Greenpoint is well known for its Polish herritage, but New York’s Basque community also calls Greenpoint home. Since 1973, Euzko-Etxea, the Basque Club of New York, has maintained its headquarters at 307 Eckford Street. The group’s mission is to preserve Basque culture in the lives of immigrants and their descendants, and to share Basque culture and heritage with the community at large. To that end, Euzko-Etxea and offers Basque language classes, traditional Basque dancing, and pintxos (or tapas) on special occasions at the converted two story church on Eckford Street. Continue reading →
Martin Scorsese acquired the rights to Gangs of New York, Herbert Ashbery’s 1927 history of Gotham’s urban underworld, in 1979. The movie focuses on the murderous mayhem of mid-19th century Five Points, but 1970s New York City was itself a study in violence. Bloodshed was so prevalent here in North Brooklyn that Luis Garten Acosta, founder of the local outreach program El Puente, dubbed the area “The Killing Fields.”
Pre-eminent New York City History podcasters The Bowery Boys unearthed a map produced in 1974 by the New York Times which plots the territory of “youth gangs” in ’70s North Brooklyn. In all, reported the Times, the NYPD had identified 48 gangs in the area with a total membership of 2,500. The police also held that six of those gangs were “responsible for more than half of the criminal gang activity in Northern Brooklyn.” Greenpoint in particular was home turf for the Sinners, the Mad Caps and the Sons of Devils. Continue reading →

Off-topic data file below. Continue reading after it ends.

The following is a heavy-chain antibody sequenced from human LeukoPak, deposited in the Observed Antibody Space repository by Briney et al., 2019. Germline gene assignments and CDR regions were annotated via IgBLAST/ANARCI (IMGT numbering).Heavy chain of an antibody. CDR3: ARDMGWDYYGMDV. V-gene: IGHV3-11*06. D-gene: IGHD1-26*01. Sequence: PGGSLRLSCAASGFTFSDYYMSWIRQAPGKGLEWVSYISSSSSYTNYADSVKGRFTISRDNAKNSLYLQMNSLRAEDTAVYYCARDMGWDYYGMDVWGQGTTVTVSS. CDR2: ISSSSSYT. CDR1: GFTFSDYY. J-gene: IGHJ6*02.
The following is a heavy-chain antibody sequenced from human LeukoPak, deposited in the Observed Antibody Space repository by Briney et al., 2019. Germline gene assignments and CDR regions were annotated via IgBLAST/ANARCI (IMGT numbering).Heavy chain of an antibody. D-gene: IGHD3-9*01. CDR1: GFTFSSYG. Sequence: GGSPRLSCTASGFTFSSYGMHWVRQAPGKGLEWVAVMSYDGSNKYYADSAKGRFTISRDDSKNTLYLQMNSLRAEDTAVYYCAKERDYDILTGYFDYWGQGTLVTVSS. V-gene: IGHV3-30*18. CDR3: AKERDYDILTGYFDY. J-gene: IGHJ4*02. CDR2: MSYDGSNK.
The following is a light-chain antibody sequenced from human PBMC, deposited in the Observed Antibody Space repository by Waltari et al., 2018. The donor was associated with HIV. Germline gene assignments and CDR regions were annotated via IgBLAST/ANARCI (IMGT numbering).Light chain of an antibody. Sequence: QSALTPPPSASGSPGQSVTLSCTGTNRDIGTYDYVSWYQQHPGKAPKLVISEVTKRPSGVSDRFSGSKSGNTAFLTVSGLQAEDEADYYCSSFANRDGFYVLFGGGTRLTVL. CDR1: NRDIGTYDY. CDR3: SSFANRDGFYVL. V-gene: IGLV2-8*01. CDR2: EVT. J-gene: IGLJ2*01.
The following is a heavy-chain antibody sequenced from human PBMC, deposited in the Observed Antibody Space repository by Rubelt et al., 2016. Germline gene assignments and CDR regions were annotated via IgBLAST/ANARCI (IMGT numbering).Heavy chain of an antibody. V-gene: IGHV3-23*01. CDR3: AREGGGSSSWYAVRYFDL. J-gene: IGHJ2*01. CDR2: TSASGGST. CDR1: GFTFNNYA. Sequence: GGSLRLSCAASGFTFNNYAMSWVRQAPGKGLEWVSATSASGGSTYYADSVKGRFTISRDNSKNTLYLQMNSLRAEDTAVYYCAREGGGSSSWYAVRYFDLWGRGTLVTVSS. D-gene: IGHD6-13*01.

In the late 19th and early 20th centuries, North Brooklyn was the largest place for refining sugar in the world and Brooklyn’s largest industry. Although Williamsburg refined far more sugar than Greenpoint, the Havemeyer refinery at 85 Commercial Street on Newtown Creek was one of the most important American sugar refineries and was the scene of a near riot when the refinery’s workers fought for better conditions in 1886.
The members of the Havemeyer family were the crown princes of sugar. Multi-millionaire Henry Havemeyer formed an illegal cartel of sugar refiners around the United States that blocked competition, colluded to lower the amount of sugar refined and raised the price to consumers, while making all the refiners in the cartel spectacularly rich. He used his vast sugar money to buy a thousand pieces of art, which later became the basis of the Metropolitan Museum of Art’s collection. Continue reading →